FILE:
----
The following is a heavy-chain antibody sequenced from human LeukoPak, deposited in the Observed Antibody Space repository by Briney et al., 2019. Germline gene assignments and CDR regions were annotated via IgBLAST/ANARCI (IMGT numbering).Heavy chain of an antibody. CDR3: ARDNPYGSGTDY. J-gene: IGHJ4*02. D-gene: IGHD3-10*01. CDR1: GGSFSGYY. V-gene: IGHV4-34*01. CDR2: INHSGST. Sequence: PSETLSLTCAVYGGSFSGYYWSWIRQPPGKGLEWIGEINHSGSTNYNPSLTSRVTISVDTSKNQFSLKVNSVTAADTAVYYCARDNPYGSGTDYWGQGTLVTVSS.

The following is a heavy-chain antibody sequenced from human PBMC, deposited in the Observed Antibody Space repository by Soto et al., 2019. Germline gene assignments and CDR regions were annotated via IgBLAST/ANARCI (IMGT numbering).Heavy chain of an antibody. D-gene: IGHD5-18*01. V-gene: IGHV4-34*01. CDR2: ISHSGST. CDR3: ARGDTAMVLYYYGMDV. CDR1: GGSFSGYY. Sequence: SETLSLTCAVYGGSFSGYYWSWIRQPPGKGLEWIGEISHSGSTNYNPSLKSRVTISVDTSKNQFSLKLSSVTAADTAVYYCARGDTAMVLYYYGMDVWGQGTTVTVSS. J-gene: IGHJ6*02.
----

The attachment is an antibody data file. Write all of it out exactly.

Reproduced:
The following is a heavy-chain antibody sequenced from human LeukoPak, deposited in the Observed Antibody Space repository by Briney et al., 2019. Germline gene assignments and CDR regions were annotated via IgBLAST/ANARCI (IMGT numbering).Heavy chain of an antibody. CDR3: ARDNPYGSGTDY. J-gene: IGHJ4*02. D-gene: IGHD3-10*01. CDR1: GGSFSGYY. V-gene: IGHV4-34*01. CDR2: INHSGST. Sequence: PSETLSLTCAVYGGSFSGYYWSWIRQPPGKGLEWIGEINHSGSTNYNPSLTSRVTISVDTSKNQFSLKVNSVTAADTAVYYCARDNPYGSGTDYWGQGTLVTVSS.

The following is a heavy-chain antibody sequenced from human PBMC, deposited in the Observed Antibody Space repository by Soto et al., 2019. Germline gene assignments and CDR regions were annotated via IgBLAST/ANARCI (IMGT numbering).Heavy chain of an antibody. D-gene: IGHD5-18*01. V-gene: IGHV4-34*01. CDR2: ISHSGST. CDR3: ARGDTAMVLYYYGMDV. CDR1: GGSFSGYY. Sequence: SETLSLTCAVYGGSFSGYYWSWIRQPPGKGLEWIGEISHSGSTNYNPSLKSRVTISVDTSKNQFSLKLSSVTAADTAVYYCARGDTAMVLYYYGMDVWGQGTTVTVSS. J-gene: IGHJ6*02.